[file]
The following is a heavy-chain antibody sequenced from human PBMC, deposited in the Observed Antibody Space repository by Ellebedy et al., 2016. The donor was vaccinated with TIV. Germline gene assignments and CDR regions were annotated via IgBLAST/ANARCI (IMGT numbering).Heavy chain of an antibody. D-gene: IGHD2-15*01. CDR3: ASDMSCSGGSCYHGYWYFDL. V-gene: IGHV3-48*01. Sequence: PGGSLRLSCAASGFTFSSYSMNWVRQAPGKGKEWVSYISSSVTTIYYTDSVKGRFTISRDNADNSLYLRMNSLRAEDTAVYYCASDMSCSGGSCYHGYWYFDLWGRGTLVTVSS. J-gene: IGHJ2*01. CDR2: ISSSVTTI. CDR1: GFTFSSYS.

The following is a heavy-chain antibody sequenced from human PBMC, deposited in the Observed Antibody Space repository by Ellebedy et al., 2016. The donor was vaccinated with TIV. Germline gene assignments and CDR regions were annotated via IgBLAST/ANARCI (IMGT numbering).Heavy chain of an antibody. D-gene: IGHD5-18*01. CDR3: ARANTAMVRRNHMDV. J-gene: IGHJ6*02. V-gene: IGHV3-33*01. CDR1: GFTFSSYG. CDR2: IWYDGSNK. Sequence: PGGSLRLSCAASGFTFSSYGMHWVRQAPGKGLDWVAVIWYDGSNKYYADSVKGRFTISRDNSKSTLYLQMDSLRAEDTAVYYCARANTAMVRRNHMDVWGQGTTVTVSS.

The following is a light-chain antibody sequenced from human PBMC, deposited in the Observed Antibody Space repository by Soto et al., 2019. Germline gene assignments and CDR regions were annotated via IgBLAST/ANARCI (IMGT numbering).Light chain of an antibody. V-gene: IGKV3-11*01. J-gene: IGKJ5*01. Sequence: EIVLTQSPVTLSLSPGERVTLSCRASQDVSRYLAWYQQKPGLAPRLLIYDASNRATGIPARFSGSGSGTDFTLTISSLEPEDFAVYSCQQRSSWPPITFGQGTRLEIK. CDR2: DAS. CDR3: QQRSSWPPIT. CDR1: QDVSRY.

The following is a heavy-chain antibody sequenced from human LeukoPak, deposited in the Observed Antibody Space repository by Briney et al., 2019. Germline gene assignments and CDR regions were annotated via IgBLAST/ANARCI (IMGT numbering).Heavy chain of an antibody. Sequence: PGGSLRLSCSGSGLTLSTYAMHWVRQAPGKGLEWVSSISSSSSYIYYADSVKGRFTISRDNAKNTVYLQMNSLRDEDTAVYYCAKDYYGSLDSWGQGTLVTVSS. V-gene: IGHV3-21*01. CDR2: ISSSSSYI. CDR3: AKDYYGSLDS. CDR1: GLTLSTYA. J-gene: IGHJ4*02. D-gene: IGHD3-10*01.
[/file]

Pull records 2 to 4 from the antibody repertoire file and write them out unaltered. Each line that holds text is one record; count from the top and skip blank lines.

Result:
The following is a heavy-chain antibody sequenced from human PBMC, deposited in the Observed Antibody Space repository by Ellebedy et al., 2016. The donor was vaccinated with TIV. Germline gene assignments and CDR regions were annotated via IgBLAST/ANARCI (IMGT numbering).Heavy chain of an antibody. D-gene: IGHD5-18*01. CDR3: ARANTAMVRRNHMDV. J-gene: IGHJ6*02. V-gene: IGHV3-33*01. CDR1: GFTFSSYG. CDR2: IWYDGSNK. Sequence: PGGSLRLSCAASGFTFSSYGMHWVRQAPGKGLDWVAVIWYDGSNKYYADSVKGRFTISRDNSKSTLYLQMDSLRAEDTAVYYCARANTAMVRRNHMDVWGQGTTVTVSS.

The following is a light-chain antibody sequenced from human PBMC, deposited in the Observed Antibody Space repository by Soto et al., 2019. Germline gene assignments and CDR regions were annotated via IgBLAST/ANARCI (IMGT numbering).Light chain of an antibody. V-gene: IGKV3-11*01. J-gene: IGKJ5*01. Sequence: EIVLTQSPVTLSLSPGERVTLSCRASQDVSRYLAWYQQKPGLAPRLLIYDASNRATGIPARFSGSGSGTDFTLTISSLEPEDFAVYSCQQRSSWPPITFGQGTRLEIK. CDR2: DAS. CDR3: QQRSSWPPIT. CDR1: QDVSRY.

The following is a heavy-chain antibody sequenced from human LeukoPak, deposited in the Observed Antibody Space repository by Briney et al., 2019. Germline gene assignments and CDR regions were annotated via IgBLAST/ANARCI (IMGT numbering).Heavy chain of an antibody. Sequence: PGGSLRLSCSGSGLTLSTYAMHWVRQAPGKGLEWVSSISSSSSYIYYADSVKGRFTISRDNAKNTVYLQMNSLRDEDTAVYYCAKDYYGSLDSWGQGTLVTVSS. V-gene: IGHV3-21*01. CDR2: ISSSSSYI. CDR3: AKDYYGSLDS. CDR1: GLTLSTYA. J-gene: IGHJ4*02. D-gene: IGHD3-10*01.